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Antibodies against Porphyromonas gingivalis in seropositive arthralgia patients do not predict development of rheumatoid arthritis
  1. Menke de Smit1,
  2. Lotte Arwen van de Stadt2,3,
  3. Koen M J Janssen4,
  4. Berber Doornbos-van der Meer5,
  5. Arjan Vissink4,
  6. Arie Jan van Winkelhoff6,
  7. Elisabeth Brouwer5,
  8. Johanna Westra5,
  9. Dirkjan van Schaardenburg3,7
  1. 1 Center for Dentistry and Oral Hygiene, University of Groningen, University Medical Center Groningen, Groningen, The Netherlands
  2. 2 Sanquin Research and Landsteiner Laboratory, Academic Medical Center, Amsterdam, The Netherlands
  3. 3 Jan van Breemen Research Institute | Reade, Amsterdam, The Netherlands
  4. 4 Department of Oral and Maxillofacial Surgery, University of Groningen, University Medical Center Groningen, Groningen, The Netherlands
  5. 5 Department of Rheumatology and Clinical Immunology, University of Groningen, University Medical Center Groningen, Groningen, The Netherlands
  6. 6 Department of Medical Microbiology, Center for Dentistry and Oral Hygiene, University of Groningen, University Medical Center Groningen, Groningen, The Netherlands
  7. 7 Department of Rheumatology, VU University Medical Center, Amsterdam, The Netherlands
  1. Correspondence to Menke de Smit, Center for Dentistry and Oral Hygiene, University of Groningen, University Medical Center Groningen, PO Box 196, Groningen 9700 AD, The Netherlands; m.j.de.smit{at}umcg.nl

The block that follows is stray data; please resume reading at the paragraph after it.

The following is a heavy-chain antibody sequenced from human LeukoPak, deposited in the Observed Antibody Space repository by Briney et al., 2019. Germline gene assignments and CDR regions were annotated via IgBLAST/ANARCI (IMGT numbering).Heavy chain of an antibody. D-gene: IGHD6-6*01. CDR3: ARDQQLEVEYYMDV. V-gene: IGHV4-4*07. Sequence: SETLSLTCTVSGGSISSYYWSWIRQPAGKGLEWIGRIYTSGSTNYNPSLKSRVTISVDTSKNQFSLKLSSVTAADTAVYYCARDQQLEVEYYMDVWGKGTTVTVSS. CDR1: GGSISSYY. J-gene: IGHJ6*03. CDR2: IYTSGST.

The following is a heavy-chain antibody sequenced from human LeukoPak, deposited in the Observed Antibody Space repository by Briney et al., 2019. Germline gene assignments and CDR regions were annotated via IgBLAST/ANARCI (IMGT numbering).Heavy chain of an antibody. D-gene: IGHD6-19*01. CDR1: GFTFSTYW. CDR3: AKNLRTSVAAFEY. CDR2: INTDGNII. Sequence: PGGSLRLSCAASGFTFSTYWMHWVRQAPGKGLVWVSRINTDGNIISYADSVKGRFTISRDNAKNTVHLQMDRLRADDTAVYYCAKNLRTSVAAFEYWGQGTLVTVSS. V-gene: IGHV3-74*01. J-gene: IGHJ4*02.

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Clinical studies point towards an association between periodontitis and rheumatoid arthritis (RA).1 ,2 A pathogenic role is suggested for Porphyromonas gingivalis.3 P gingivalis may contribute to the pathogenesis of RA by breaking immune tolerance through formation of (bacterial and human) citrullinated proteins, leading to anticitrullinated protein antibody production (ACPA).4 ,5 Since ACPA production precedes RA development6 and because P gingivalis IgG antibodies are long-term stable in untreated periodontitis patients,7 we investigated whether anti-P gingivalis antibody levels are prognostic for development of RA, by assessing these antibodies in a cohort of 289 adults at risk for RA. Patients with arthralgia and seropositivity for IgM-rheumatoid factor (IgM-RF) and/or ACPA were selected from a prospective follow-up study on arthritis development.8 They are further referred to as seropositive arthralgia patients (SAP); their median follow-up was 30 months (IQR 13–49).

Baseline sera were used for measurement of ACPA, IgM-RF, C-reactive protein (CRP) and HLA-DRB1 SE carrier status.8 IgA, IgG and IgM antibody levels against P gingivalis were determined by in-house ELISA with a pooled lysate of clinical isolates of P gingivalis as …

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Footnotes

  • Contributors Study conception and design: JW, EB, LAvdS and DvS. Acquisition of data: LAvdS, DvS, MdS, BD-vdM and KMJJ. Analysis and interpretation of data: MdS, KMJJ, EB, AJvW, AV, JW and DvS. Drafting of manuscript: MdS. Critical revision: AJvW, AV, EB, JW and DvS.

  • Funding This study was funded by the authors' institutions. The SAP cohort was supported by grants from the Netherlands Organization for Health Research and Development (ZonMw) (grant number 6100.0010) and the Dutch Arthritis Association (grant number 0801034).

  • Competing interests None.

  • Ethics approval Ethics Committee of the Slotervaart Hospital and the Jan van Breemen Institute, Amsterdam, The Netherlands.

  • Provenance and peer review Not commissioned; externally peer reviewed.

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